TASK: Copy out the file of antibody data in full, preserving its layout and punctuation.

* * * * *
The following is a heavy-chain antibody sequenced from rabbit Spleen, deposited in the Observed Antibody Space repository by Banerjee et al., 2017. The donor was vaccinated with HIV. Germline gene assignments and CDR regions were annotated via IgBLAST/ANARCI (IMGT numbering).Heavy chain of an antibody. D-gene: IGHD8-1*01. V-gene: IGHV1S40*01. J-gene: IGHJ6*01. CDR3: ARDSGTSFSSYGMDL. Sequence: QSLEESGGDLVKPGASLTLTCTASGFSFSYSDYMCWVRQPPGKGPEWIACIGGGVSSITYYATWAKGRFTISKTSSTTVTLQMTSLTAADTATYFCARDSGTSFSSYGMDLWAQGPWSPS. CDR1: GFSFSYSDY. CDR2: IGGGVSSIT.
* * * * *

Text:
The following is a heavy-chain antibody sequenced from rabbit Spleen, deposited in the Observed Antibody Space repository by Banerjee et al., 2017. The donor was vaccinated with HIV. Germline gene assignments and CDR regions were annotated via IgBLAST/ANARCI (IMGT numbering).Heavy chain of an antibody. D-gene: IGHD8-1*01. V-gene: IGHV1S40*01. J-gene: IGHJ6*01. CDR3: ARDSGTSFSSYGMDL. Sequence: QSLEESGGDLVKPGASLTLTCTASGFSFSYSDYMCWVRQPPGKGPEWIACIGGGVSSITYYATWAKGRFTISKTSSTTVTLQMTSLTAADTATYFCARDSGTSFSSYGMDLWAQGPWSPS. CDR1: GFSFSYSDY. CDR2: IGGGVSSIT.